Featured Research

from universities, journals, and other organizations

Weight control strategies for adolescents identified

Date:
December 3, 2009
Source:
Elsevier Health Sciences
Summary:
Adolescent obesity is a major public health problem that impacts one out of every three children, resulting in 4-5 million overweight youth in the United States. Researchers have now evaluated differences in weight control behaviors, including dietary intake and physical activity, comparing overweight adolescents who lost weight and those who did not in order to better understand which strategies could be most effective.

Adolescent obesity is a major public health problem that impacts one out of every three children, resulting in 4-5 million overweight youth in the United States. In a study published in the December 2009 issue of the Journal of the American Dietetic Association, researchers evaluated differences in weight control behaviors, including dietary intake and physical activity, comparing overweight adolescents who lost weight and those who did not in order to better understand which strategies could be most effective.

Related Articles


Research has documented that one of the strongest predictors of adult obesity is adolescent obesity, with 70% of obese adolescents becoming obese adults. Identifying effective weight control strategies for adolescents is important and could help influence interventions for obesity in youth.

Investigators surveyed 130 adolescents, 62 who had been successful in losing weight and 68 who had been unsuccessful. Questioning adolescents and their parents, the authors evaluated weight control strategies, sedentary behaviors, dietary intake, physical activity, weighing frequency and current weight status.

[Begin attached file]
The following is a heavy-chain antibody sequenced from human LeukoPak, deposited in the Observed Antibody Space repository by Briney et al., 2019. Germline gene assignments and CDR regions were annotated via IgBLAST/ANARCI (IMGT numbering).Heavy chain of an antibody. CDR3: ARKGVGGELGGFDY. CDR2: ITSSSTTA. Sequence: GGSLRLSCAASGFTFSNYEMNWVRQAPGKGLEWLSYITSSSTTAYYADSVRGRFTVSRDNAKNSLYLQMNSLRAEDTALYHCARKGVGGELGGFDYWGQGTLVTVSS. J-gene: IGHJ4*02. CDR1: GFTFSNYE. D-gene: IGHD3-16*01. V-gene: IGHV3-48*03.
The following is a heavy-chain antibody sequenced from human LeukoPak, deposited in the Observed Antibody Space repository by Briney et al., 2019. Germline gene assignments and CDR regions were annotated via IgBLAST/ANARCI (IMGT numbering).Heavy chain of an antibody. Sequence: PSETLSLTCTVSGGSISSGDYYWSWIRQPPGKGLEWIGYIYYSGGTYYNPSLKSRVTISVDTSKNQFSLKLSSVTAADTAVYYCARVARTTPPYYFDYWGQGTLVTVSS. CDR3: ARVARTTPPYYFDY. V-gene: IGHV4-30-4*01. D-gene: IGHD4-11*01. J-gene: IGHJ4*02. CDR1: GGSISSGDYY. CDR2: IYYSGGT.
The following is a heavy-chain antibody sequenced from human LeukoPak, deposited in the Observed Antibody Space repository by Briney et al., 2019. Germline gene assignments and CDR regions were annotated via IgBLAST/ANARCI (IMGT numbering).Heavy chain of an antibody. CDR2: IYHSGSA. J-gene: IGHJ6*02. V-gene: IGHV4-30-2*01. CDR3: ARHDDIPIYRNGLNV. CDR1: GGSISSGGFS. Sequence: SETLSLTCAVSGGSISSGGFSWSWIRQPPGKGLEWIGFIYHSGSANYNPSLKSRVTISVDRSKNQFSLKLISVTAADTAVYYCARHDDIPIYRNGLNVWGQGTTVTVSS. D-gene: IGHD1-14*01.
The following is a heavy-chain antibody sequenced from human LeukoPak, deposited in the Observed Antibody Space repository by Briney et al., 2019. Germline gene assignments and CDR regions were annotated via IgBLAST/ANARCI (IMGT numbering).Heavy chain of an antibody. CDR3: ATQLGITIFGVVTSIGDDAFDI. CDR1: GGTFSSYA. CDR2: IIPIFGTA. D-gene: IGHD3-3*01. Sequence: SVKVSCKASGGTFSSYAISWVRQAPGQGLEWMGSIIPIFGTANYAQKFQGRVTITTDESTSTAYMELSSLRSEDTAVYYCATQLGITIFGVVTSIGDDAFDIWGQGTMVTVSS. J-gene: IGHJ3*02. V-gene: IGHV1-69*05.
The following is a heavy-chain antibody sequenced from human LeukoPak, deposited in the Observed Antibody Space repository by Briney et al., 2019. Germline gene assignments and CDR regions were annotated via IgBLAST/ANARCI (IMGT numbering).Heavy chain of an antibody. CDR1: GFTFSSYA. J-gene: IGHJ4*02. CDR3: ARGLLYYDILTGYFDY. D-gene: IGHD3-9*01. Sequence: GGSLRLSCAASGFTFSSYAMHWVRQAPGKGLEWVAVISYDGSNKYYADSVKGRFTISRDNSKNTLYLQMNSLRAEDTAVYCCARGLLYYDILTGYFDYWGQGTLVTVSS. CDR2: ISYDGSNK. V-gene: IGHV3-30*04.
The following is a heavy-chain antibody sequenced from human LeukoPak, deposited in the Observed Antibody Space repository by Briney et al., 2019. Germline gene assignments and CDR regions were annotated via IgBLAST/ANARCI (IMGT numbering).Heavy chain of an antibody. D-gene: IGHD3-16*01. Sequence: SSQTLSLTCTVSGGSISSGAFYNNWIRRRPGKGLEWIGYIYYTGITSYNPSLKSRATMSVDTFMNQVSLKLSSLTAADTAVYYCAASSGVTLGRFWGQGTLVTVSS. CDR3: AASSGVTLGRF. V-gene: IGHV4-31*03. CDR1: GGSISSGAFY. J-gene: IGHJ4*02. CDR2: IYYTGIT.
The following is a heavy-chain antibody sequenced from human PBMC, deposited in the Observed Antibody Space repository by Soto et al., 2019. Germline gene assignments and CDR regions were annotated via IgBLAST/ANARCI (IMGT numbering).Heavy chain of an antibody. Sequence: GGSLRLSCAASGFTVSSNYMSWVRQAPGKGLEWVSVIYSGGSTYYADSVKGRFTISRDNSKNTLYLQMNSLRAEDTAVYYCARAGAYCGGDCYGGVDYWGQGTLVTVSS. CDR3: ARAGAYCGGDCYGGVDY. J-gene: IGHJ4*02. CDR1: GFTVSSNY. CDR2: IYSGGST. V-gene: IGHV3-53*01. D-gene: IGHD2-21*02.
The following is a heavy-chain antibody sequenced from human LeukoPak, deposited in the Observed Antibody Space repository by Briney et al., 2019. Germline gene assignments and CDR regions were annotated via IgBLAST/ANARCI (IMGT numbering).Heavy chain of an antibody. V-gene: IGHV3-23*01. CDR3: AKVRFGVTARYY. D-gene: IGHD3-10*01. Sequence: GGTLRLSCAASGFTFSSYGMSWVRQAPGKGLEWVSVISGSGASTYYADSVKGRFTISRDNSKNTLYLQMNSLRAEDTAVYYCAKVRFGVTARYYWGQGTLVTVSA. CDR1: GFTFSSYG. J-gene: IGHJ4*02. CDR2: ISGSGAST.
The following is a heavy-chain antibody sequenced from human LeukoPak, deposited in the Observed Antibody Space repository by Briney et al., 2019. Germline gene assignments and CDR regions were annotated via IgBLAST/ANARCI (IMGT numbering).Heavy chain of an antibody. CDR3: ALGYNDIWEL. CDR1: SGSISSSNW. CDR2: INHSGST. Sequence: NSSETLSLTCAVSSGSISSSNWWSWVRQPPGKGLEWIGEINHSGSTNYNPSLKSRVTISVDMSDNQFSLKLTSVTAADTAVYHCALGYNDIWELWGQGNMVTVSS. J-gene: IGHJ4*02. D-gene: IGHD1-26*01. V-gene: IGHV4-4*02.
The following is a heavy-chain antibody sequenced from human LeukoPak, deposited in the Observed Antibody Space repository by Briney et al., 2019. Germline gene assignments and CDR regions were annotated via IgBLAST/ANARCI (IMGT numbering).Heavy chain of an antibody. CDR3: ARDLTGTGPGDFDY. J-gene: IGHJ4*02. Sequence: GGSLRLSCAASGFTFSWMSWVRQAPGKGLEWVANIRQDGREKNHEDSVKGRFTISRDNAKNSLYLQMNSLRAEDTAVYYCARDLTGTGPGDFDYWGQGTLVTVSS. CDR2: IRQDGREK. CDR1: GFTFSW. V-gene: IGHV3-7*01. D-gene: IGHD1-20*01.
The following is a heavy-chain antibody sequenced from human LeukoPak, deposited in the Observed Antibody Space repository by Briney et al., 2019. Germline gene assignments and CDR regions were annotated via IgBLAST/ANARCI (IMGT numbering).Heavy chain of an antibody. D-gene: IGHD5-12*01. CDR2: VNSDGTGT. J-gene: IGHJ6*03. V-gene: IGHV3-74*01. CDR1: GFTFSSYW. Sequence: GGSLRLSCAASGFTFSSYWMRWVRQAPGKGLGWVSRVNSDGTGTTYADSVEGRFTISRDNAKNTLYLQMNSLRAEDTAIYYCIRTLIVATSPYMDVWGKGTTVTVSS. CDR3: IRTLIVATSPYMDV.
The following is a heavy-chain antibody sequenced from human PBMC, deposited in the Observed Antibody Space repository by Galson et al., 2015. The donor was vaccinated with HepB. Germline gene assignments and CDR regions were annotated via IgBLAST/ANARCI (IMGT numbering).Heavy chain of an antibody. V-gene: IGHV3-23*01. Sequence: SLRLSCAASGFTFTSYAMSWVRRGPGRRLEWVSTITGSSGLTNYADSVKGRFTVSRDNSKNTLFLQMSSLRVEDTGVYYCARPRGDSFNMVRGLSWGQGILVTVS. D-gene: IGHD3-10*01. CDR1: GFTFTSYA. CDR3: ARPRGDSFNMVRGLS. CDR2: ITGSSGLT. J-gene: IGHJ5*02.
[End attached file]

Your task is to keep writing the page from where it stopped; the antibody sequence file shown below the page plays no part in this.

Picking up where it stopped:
In this pilot study weight control strategies were broken down into four categories. The first, "Healthy Weight Control Behaviors" (HWCB ), included eating less calories, increasing exercise, eating less high fat and junk food, drinking less soda, drinking more water, weighing oneself, eating more fruits and vegetables, and engaging in different kinds of exercise. The second category, "Unhealthy Weight Control Behaviors" (UWCB) included laxatives, vomiting, diuretics, smoking, and fasting. The third category, "Extreme Dietary Changes" (EDC), included use of liquid diet supplements, the Atkins diet, a structured diet, fasting, and increased protein consumption. The fourth category, "Structured Behaviors" (SB), included eating a certain amount of calories, counting calories, recording food intake, and working with a professional

The successful adolescents reported increased exercise levels, drinking less soda, walking more/climbing stairs and self-weighing. Overall, a higher percentage of adolescents who lost weight reported using 6 or more Healthy Weight Control Behaviors compared to those who did not lose weight. Fewer of the adolescents who lost weight reported using any of the Structured Behavior strategies assessed. Of note, there were no differences identified between the groups regarding the use of Unhealthy Weight Control Behaviors or Extreme Dietary Changes.

Kerri Boutelle, PhD, and co-authors state, "First of all, our findings provide a glimpse of optimism that adolescents can lose a significant amount of weight and maintain this weight loss. Second, our findings suggest that there are no magical solutions, and that behaviors such as eating more fruits and vegetables and eating less fat and decreasing sedentary time seem to offer the most promise for success...Self-weighing may be a helpful monitoring tool for overweight adolescents; in the current study, the largest percentage of adolescents who lost weight reported weighing themselves on a weekly basis, while the largest percentage of adolescents who did not lose weight reported weighing themselves less than monthly. Lastly, unhealthy weight control behaviors were not associated with being in the group that lost weight. Adolescents would benefit from hearing this information from dietitians and other health care providers to prevent development of unhealthy weight control behaviors. Findings from the current study have the potential to guide both future research studies and clinical interventions on obesity in adolescents."